"Horrific, Brutal Vision of Man’s Inhumanity to Man"
What You Need To Know:
Based on an acclaimed 1965 novel, THE PAINTED BIRD is a horrific, brutal vision of man’s inhumanity to man, with little grace or kindness. At 170 minutes, THE PAINTED BIRD is a long descent into horror. Though there are some bright spots, such as an elderly priest who displays kindness toward the boy, the movie’s somber tone is relentless. All the other Catholics in this story are pretty despicable. There’s a ray of hope at the very end of THE PAINTED BIRD, but not enough to make the experience of watching it worthwhile.
THE PAINTED BIRD is an overlong, repetitious drama about a young boy trying to find his way back to his parents during World War II in Eastern Europe, but witnessing all sorts of horrible things and being himself repeatedly abused by the despicable people he encounters. Based on an acclaimed 1965 novel, THE PAINTED BIRD is a horrific, brutal vision of man’s inhumanity to man, with little grace or kindness.
The movie opens with the unnamed boy, who’s supposed to age from 6 to 12, living on his elderly aunt’s farm, where his parents left him for safety’s sake. The first scene shows him running from some other boys, who take the boy’s pet ferret and burn it alive. His aunt is caring, but one day she dies, and the boy is so startled to find her dead that he drops the lamp he’s carrying and the whole farmhouse burns down in flames.
The boy sets out on is own. As he wanders the countryside, however, he finds mostly depraved, sick people. For example, one older man who takes him in beats his wife and gouges out the eyes of his male farmhand for allegedly making eyes at her. Also, in one village, a kindly priest saves him from being killed by the Nazis running the village but then naively lets him stay with a wealthy parishioner, but the parishioner turns out to be a pedophile. Then, on the edge of a lake, the boy is shelted by a teenage girl and her dying, bedridden elderly father. The girl happens to be having incestuous relations with her father, but when her father dies, she tries to seduce the boy. However, he’s too young to please her, so she ruthlessly spurns him when he tries to express some affection for her.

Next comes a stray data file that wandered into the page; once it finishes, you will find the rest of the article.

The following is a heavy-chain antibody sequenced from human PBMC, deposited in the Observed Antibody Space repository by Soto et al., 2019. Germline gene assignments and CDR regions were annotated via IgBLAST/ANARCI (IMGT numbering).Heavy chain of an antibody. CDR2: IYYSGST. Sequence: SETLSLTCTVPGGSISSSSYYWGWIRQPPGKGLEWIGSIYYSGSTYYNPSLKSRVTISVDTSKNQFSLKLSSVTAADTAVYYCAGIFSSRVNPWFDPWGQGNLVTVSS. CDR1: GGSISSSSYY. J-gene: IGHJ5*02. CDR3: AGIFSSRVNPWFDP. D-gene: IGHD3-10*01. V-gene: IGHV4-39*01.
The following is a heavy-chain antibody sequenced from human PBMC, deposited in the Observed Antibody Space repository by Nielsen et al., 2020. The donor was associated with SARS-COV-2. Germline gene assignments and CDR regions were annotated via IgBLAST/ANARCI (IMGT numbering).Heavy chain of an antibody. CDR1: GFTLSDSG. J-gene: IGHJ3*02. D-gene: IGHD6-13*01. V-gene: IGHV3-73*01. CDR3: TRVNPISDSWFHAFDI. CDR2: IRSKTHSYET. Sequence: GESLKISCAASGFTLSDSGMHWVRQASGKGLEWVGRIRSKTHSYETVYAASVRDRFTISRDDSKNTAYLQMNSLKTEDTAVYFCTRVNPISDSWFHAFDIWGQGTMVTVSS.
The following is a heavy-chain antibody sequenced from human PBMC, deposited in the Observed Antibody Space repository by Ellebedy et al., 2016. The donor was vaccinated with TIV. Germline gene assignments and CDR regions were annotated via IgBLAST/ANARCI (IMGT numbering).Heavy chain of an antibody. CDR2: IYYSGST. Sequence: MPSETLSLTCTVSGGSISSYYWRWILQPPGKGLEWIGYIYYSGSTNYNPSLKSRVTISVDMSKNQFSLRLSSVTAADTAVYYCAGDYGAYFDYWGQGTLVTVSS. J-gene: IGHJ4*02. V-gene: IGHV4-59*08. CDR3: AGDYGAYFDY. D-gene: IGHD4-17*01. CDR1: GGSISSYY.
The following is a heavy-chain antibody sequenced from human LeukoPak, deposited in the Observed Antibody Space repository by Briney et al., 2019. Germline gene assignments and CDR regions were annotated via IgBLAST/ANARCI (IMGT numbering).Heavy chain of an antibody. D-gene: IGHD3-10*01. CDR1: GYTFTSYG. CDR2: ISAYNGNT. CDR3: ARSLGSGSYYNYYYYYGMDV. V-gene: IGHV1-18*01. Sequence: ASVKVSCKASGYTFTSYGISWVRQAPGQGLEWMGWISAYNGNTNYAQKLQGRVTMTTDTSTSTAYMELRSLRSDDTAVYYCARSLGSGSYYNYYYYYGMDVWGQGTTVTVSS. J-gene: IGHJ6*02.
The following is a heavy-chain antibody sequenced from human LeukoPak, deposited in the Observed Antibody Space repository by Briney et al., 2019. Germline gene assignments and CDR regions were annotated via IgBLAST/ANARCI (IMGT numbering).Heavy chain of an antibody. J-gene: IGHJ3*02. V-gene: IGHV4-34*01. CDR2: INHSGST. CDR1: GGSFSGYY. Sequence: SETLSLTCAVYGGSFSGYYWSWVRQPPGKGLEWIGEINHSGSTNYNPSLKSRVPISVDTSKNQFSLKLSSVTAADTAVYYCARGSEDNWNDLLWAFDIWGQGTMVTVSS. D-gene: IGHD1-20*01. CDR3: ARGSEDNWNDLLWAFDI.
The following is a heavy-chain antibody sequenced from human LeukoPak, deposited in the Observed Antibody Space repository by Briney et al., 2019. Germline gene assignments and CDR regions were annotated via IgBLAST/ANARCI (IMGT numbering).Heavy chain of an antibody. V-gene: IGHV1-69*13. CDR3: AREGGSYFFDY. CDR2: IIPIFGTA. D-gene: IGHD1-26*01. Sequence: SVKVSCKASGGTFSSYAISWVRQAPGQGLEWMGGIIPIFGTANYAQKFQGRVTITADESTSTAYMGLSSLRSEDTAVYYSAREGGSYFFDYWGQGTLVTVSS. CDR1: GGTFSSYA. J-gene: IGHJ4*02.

Finally, two soldiers who are part of a Russian brigade fighting the Nazis and local Nazi sympathizers take in the boy. At one point, the one soldier urges him to be a “good communist,” while the other soldier lets him tag along to a sniper job to get revenge on some local villagers who murdered three other Russian soldiers. “An eye for an eye,” the sniper tells the boy. Shortly thereafter, the sniper gives the boy a pistol when they leave the boy at a local orphanage. The boy takes this lesson to heart when a man in the local marketplace beats up the boy for looking at a toy he’s selling.
At 170 minutes, THE PAINTED BIRD is a long descent into horror. Though there are some bright spots, such as the elderly priest who displays kindness toward the boy, the movie’s somber tone is relentless. All the other Catholics in this story are pretty despicable. There’s a ray of hope at the very end of THE PAINTED BIRD, but nowhere near the poignant hopefulness of Steven Spielberg’s masterful version of J.G. Ballard’s novel EMPIRE OF THE SUN, which is about an English boy who gets separated from his parents in China during World War II. THE PAINTED BIRD is a depressing and nihilistic movie.